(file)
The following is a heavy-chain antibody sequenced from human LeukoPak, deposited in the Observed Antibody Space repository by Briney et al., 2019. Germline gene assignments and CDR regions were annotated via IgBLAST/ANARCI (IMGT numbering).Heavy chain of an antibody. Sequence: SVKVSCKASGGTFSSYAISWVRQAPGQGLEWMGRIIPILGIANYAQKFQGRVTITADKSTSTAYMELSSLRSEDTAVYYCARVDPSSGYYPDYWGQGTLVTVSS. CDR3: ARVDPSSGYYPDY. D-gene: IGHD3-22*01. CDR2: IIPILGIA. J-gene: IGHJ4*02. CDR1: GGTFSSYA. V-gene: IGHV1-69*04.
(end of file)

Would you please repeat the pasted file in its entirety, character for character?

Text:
The following is a heavy-chain antibody sequenced from human LeukoPak, deposited in the Observed Antibody Space repository by Briney et al., 2019. Germline gene assignments and CDR regions were annotated via IgBLAST/ANARCI (IMGT numbering).Heavy chain of an antibody. Sequence: SVKVSCKASGGTFSSYAISWVRQAPGQGLEWMGRIIPILGIANYAQKFQGRVTITADKSTSTAYMELSSLRSEDTAVYYCARVDPSSGYYPDYWGQGTLVTVSS. CDR3: ARVDPSSGYYPDY. D-gene: IGHD3-22*01. CDR2: IIPILGIA. J-gene: IGHJ4*02. CDR1: GGTFSSYA. V-gene: IGHV1-69*04.